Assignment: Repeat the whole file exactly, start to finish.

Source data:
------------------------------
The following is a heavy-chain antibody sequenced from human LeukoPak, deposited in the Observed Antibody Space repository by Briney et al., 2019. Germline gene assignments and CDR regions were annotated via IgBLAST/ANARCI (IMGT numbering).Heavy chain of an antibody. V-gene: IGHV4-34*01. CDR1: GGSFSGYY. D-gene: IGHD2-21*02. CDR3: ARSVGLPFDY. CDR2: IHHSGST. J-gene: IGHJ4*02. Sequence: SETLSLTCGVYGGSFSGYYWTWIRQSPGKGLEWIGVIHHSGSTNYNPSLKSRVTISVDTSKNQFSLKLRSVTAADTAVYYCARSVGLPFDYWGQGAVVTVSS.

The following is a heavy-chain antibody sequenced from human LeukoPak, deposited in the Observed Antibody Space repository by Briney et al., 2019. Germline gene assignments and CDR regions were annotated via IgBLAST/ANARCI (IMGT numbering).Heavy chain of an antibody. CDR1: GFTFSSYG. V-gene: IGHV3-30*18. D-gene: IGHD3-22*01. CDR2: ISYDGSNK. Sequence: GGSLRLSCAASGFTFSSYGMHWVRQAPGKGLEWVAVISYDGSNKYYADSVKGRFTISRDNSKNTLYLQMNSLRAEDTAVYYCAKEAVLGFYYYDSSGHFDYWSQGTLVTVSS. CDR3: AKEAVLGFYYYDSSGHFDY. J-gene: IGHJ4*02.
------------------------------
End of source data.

The following is a heavy-chain antibody sequenced from human LeukoPak, deposited in the Observed Antibody Space repository by Briney et al., 2019. Germline gene assignments and CDR regions were annotated via IgBLAST/ANARCI (IMGT numbering).Heavy chain of an antibody. V-gene: IGHV4-34*01. CDR1: GGSFSGYY. D-gene: IGHD2-21*02. CDR3: ARSVGLPFDY. CDR2: IHHSGST. J-gene: IGHJ4*02. Sequence: SETLSLTCGVYGGSFSGYYWTWIRQSPGKGLEWIGVIHHSGSTNYNPSLKSRVTISVDTSKNQFSLKLRSVTAADTAVYYCARSVGLPFDYWGQGAVVTVSS.

The following is a heavy-chain antibody sequenced from human LeukoPak, deposited in the Observed Antibody Space repository by Briney et al., 2019. Germline gene assignments and CDR regions were annotated via IgBLAST/ANARCI (IMGT numbering).Heavy chain of an antibody. CDR1: GFTFSSYG. V-gene: IGHV3-30*18. D-gene: IGHD3-22*01. CDR2: ISYDGSNK. Sequence: GGSLRLSCAASGFTFSSYGMHWVRQAPGKGLEWVAVISYDGSNKYYADSVKGRFTISRDNSKNTLYLQMNSLRAEDTAVYYCAKEAVLGFYYYDSSGHFDYWSQGTLVTVSS. CDR3: AKEAVLGFYYYDSSGHFDY. J-gene: IGHJ4*02.